Language is amazing. It is one of the true defining features of humanity.
The fact that we created something just so we could communicate with one another is incredible, but the fact that we created language multiple different times in multiple different ways is truly one of the greatest of human accomplishments.
Many people see countries as synonymous with one language, but this is simply not the case.
Language is about community and people, and as long as you have more than one of each group in your country, you will more than likely have more than one language.
This is true with most countries, and indeed even our dear old United States.
Here there are many languages, but none have been brought to mind as much recently as the Hawaiian language, a language very different from our own English.
But how different is it? Well, let me ask you this: how many letters are in the Hawaiian alphabet? Don’t know? Well, let’s find out together!
Hawaiian: A Polynesian Language
The Hawaiian archipelago is one of the most isolated places on earth, yet its language did not develop as a completely separate entity.
In fact, Hawaiian is one of the Polynesian languages from the Austronesian language family.
Even with this connection though, its closest relative is Marquesan with a 41% intelligibility between one another, fairly low for languages in the same family.
Hawaiian was a language used prominently on the Hawaiian islands for potentially thousands of years and was ratified in the Hawaiian constitution of 1839.
However, when Hawaii’s status as an independent nation came to an end, and it was incorporated into the United States in 1898, the language went through a period of great decline as the native language was suppressed by those in control of the islands.
Nowadays, the influx of settlers and the 100-year period of suppression has meant that Hawaiian is no longer the dominant language on the islands.
However, there are still areas where Hawaiian is dominant and there are still a few thousand native speakers, with one island – Ni’ihau – still having an entirely Hawaiian speaking population.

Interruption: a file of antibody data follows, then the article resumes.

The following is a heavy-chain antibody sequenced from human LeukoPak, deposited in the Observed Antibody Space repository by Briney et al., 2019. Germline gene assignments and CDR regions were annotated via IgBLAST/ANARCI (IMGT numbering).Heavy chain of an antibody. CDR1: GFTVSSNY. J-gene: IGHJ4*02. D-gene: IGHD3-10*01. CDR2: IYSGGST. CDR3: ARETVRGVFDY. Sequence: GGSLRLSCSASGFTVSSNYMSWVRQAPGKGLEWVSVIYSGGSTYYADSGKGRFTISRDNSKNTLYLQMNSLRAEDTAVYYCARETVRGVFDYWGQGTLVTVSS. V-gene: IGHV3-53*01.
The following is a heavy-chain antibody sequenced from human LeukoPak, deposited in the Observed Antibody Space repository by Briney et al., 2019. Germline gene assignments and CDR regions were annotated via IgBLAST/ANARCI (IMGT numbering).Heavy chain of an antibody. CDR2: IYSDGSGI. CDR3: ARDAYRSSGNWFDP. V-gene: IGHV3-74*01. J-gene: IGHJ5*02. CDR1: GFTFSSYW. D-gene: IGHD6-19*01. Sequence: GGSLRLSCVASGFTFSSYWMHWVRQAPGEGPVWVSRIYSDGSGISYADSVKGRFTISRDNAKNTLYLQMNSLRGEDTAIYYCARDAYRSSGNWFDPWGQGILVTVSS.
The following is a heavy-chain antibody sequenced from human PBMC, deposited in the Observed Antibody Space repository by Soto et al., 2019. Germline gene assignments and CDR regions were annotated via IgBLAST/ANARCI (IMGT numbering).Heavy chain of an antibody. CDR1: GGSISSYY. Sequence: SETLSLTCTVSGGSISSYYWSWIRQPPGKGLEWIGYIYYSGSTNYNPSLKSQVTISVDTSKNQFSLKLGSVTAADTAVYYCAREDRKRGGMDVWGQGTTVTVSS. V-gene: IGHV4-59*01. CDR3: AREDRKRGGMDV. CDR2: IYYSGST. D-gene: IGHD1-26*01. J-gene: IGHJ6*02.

How Many Letters Are In The Hawaiian Alphabet?
The answer to this question is quite long, although I’m sure some of you are wondering why it would be so hard to give the number of letters in the Hawaiian alphabet.
This is because it is written using a phonetic alphabet, which uses the sounds of the language rather than actual letters or symbols.
In order to write Hawaiian, you need to use 13 characters. These include vowels (a, e, i, o, u) and consonants (Hh, Kk, Ll, Mm, Nn, Pp, Ww, and ʻ).
Each character represents a sound, and these can be combined in various ways to create words.
In Hawaiian, there are also things called macrons, which are Ā ā, Ē ē, Ī ī, Ō ō, Ū ū. You probably recognize some of these from their use in other languages.
Although these are counted as the same vowels in the alphabet, their sound and function in the words they are placed in changes how the word sounds and functions.
The most notable change is that macrons indicate when a vowel should be sounded as a long vowel or a short vowel, in English we do this by doubling the letter – book is a long vowel, bok is a short vowel, but that didn’t work in Hawaiian.
Therefore, they created macrons.
Another thing to remember about Hawaiian is that some letters in the Hawaiian alphabet look like ones we have in our own alphabet, but sound completely different.
You see, the Hawaiian alphabet was created by English speakers who visited the islands and studied the language. M, N, P, W, and most likely L are derived from Greek to be represented in this language.
Another thing to note about Hawaiian is its use of the glottal stop. This is a feature of many languages, but is not used much in English.
It is when airflow is obstructed in the vocal tract to produce a stop halfway through a sound. In Hawaiian, this is represented by the consonant ‘ or as it is called the ‘okina
Is The Hawaiian Language Taught Today?
Yes, Hawaiian is taught today.
Although many were and still are worried about the language’s survival, many of the island’s native inhabitants have been unrelenting in their mission to save the language.
The plight of the language and the fight of the native speakers has become more obvious to outside observers, thanks to constant news about the islands and the advent of the internet.
The internet has in fact fueled a resurgence in the learning of the language, since it provides many resources and archives full of all the world’s information.
Many companies have taken this as a business opportunity and, while their motives are not exactly entirely for the islander’s benefit, this has given rise to more learning equipment to be available for the people in rediscovering their lost language.
Language learning websites and apps, such as Duolingo and Babbel, almost all now feature a Hawaiian course and though it is small, it is a start, and it shows that while the Hawaiian language may be down, it is not out.
Hawaiian is a language of technically 13 letters, but with the macrons, ‘okinas, and the way the language has been structured, there are actually a few more sounds and variations than we give it credit for.
As such, if you are interested in Hawaiian, then take a closer look at a potential language course for you to study and understand this most beautiful of languages.